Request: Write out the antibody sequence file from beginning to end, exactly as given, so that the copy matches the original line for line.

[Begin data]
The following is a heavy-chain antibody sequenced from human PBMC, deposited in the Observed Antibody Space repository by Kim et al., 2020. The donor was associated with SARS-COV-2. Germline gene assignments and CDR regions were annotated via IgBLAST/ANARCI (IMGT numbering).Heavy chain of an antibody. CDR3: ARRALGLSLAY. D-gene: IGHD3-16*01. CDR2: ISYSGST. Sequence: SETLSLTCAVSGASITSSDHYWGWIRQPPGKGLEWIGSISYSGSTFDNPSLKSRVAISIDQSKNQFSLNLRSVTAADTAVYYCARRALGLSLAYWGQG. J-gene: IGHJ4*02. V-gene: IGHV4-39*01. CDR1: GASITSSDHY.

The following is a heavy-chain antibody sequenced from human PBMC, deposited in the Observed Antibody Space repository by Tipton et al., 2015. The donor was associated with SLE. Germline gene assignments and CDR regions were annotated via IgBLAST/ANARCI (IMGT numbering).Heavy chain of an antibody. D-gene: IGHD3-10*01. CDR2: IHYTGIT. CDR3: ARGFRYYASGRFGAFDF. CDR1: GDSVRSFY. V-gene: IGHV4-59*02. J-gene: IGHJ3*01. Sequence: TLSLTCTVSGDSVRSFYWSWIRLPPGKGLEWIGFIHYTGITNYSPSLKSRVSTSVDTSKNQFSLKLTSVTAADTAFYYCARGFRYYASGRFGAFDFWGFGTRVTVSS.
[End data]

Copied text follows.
The following is a heavy-chain antibody sequenced from human PBMC, deposited in the Observed Antibody Space repository by Kim et al., 2020. The donor was associated with SARS-COV-2. Germline gene assignments and CDR regions were annotated via IgBLAST/ANARCI (IMGT numbering).Heavy chain of an antibody. CDR3: ARRALGLSLAY. D-gene: IGHD3-16*01. CDR2: ISYSGST. Sequence: SETLSLTCAVSGASITSSDHYWGWIRQPPGKGLEWIGSISYSGSTFDNPSLKSRVAISIDQSKNQFSLNLRSVTAADTAVYYCARRALGLSLAYWGQG. J-gene: IGHJ4*02. V-gene: IGHV4-39*01. CDR1: GASITSSDHY.

The following is a heavy-chain antibody sequenced from human PBMC, deposited in the Observed Antibody Space repository by Tipton et al., 2015. The donor was associated with SLE. Germline gene assignments and CDR regions were annotated via IgBLAST/ANARCI (IMGT numbering).Heavy chain of an antibody. D-gene: IGHD3-10*01. CDR2: IHYTGIT. CDR3: ARGFRYYASGRFGAFDF. CDR1: GDSVRSFY. V-gene: IGHV4-59*02. J-gene: IGHJ3*01. Sequence: TLSLTCTVSGDSVRSFYWSWIRLPPGKGLEWIGFIHYTGITNYSPSLKSRVSTSVDTSKNQFSLKLTSVTAADTAFYYCARGFRYYASGRFGAFDFWGFGTRVTVSS.